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AYP just one evaluation AYP

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that did not make AYP for two consecutive years in the same content area. SINI schools face sanctions, including parental no- tification and the use of 20 per- cent of the school’s federal Title I money to provide tutoring to struggling students, school im- provement plans, and technical assistance from the district and the state. Schools must make AYP two

years in a row in order to be re- moved from the SINI list. The state requires that stu- dents in each school meet 41 per- formance indicators to meet AYP. Those indicators include all stu- dents achieving scores of profi- cient or advanced proficient in the test’s subject areas of mathe- matics and language arts. Students are broken into sub-

groups such as racial and ethnic groups, special education, limited English proficient, and economi- cally disadvantaged students. Students in all subgroups and in all grades tested must score proficient or advanced proficient in all subjects in order to meet AYP. Kate Napolitano, the district’s assistant superintendent for cur- riculum and instruction, said it’s important to note that the schools

that missed AYP only did so due to a small number of students in the disabilities and economically disadvantaged student subgroups missing the mark. Napolitano said the district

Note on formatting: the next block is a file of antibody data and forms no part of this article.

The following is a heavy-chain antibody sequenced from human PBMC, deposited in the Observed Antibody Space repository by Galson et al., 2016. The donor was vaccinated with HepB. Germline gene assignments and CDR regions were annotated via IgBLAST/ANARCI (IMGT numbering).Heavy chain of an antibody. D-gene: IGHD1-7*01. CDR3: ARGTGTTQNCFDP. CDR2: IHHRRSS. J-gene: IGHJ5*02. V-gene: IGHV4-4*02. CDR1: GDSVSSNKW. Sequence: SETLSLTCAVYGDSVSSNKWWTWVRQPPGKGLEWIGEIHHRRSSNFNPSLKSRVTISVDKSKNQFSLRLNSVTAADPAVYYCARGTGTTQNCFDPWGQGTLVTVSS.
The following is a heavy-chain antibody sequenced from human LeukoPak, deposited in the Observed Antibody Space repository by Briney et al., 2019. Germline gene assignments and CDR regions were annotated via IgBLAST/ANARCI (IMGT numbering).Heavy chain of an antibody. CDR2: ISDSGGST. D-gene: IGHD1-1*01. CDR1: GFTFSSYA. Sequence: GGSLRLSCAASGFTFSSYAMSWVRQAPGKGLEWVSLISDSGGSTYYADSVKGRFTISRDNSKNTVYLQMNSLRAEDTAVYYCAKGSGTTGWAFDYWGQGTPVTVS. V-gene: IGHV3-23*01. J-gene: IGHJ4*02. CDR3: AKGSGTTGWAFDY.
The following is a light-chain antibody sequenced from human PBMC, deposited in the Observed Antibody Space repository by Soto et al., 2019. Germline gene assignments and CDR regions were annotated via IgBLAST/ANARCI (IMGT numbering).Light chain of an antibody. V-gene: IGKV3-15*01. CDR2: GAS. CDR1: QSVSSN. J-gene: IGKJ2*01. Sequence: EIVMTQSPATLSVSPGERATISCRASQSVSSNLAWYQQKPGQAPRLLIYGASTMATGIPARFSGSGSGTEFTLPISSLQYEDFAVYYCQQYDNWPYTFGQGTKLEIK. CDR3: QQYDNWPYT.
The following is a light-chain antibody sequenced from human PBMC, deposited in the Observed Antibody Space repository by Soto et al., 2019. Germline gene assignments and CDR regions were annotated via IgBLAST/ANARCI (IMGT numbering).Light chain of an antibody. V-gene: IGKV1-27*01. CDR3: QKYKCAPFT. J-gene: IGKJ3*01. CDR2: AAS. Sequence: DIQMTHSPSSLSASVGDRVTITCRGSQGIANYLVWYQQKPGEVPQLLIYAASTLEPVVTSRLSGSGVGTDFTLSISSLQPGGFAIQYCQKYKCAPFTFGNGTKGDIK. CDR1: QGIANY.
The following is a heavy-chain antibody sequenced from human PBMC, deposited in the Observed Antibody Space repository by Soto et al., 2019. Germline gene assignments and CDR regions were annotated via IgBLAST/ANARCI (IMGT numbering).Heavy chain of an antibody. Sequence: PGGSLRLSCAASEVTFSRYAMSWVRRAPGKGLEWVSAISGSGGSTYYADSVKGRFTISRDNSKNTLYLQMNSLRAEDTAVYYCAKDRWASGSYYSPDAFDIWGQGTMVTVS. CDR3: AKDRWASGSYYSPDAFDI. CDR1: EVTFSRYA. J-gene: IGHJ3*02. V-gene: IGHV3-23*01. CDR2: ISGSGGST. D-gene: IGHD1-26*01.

doesn’t wait for the state test to evaluate and prepare students and that teachers and faculty take a year-round, proactive approach. “We make sure our teachers

have the most current informa- tion regarding AYP,” Napolitano said. “All of our supervisors have at- tended all of the state and county meetings to make sure they have the most recent information.” The district also provides

teachers with professional devel- opment opportunities to equip them with skills that can be em- bedded into regular, day-to-day classroom practices. Napolitano said the district is in its second year of an ongoing partnership with the University of Pennsylvania called the Penn Literacy Network. The partnership has allowed

teachers to take graduate-level courses in writing on Moorestown’s campus and has al- lowed teachers to participate in workshops, seminars and men- toring programs. Internally, Napolitano said the district constantly assesses stu- dents on its own and performs in- dividualized instruction. “We do a lot of work with indi- vidual students,” she said. “We

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really differentiate and individu- alize instruction to meet stu- dents’ skills.” Napolitano said the district’s

faculty prepares students with the skills they need for the state test as well as essential skills they need to be successful in the fu- ture.

A copy of the state’s Adequate

Yearly Progress report can be found at

MOUSE HOTLINE: Visit for free online estimate

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